On Thursday the Beacon Center of Tennessee filed a motion to intervene in Nashville Democratic Mayor John Cooper’s lawsuit to strike down Education Savings Accounts (ESAs).
This, according to a press release Beacon put out Thursday.
Beacon is a Nashville-based free market think tank.
Beacon is filing to protect the program on behalf of Nashville mothers Bria Davis and Star Brumfield, whose children Beacon says would benefit from the recently enacted program.
“It is unfathomable that Mayor Cooper would spend precious taxpayer resources to prevent Nashville’s children from obtaining a better education, all at a time when our city has no money to spend. Instead of siding with low-income families who just want to give their children a quality education, the city of Nashville has decided to stand with special interest groups that care more about what’s best for adults than what’s best for kids,” the press release quoted Beacon CEO Justin Owen as saying.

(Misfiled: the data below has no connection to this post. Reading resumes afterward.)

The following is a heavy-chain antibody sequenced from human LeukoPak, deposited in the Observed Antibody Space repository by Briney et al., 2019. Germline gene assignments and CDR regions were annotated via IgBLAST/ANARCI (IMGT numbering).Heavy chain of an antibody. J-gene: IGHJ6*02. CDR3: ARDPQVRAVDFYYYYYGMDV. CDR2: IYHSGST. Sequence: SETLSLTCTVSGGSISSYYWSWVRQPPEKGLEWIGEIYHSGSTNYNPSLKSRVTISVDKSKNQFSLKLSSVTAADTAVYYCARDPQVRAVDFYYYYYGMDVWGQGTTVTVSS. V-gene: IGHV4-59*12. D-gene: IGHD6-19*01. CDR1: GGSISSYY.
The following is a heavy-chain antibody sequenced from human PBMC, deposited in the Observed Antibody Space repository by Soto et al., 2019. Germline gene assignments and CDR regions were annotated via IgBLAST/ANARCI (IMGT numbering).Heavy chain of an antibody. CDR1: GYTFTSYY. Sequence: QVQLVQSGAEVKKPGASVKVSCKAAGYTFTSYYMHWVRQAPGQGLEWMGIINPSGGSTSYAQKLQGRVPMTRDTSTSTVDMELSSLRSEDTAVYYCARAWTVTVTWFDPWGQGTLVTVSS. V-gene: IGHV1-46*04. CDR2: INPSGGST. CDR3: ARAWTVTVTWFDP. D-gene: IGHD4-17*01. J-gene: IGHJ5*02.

“Despite the mayor’s claims, this program is constitutional, and we will do everything in our power to make sure families can benefit from it starting this fall. When it comes to receiving a quality education, our kids cannot wait. The families we are representing are the most impacted by this program, and their voices should be heard.”
As The Tennessee Star reported last week, Metro Nashville Law Director Bob Cooper filed a 44-page legal complaint in Davidson County Chancery Court to fight Tennessee Republican Gov. Bill Lee’s Education Savings Account Pilot Program.
Members of the Tennessee General Assembly passed the program into law last year.
Cooper filed the complaint with the blessing of Mayor John Cooper.
Bob Cooper and John Cooper announced their plans at a Metro Nashville School Board meeting. Metro Nashville Interim Director of Schools Adrienne Battle called it “an unprecedented meeting.”
After the end of the nearly 30-minute meeting, school board members unanimously adopted a motion to formally support Bob Cooper’s complaint.
Bob Cooper filed the complaint on behalf of three plaintiffs: the Metro Government, the Metro Nashville School Board, and the Shelby County government.
– – –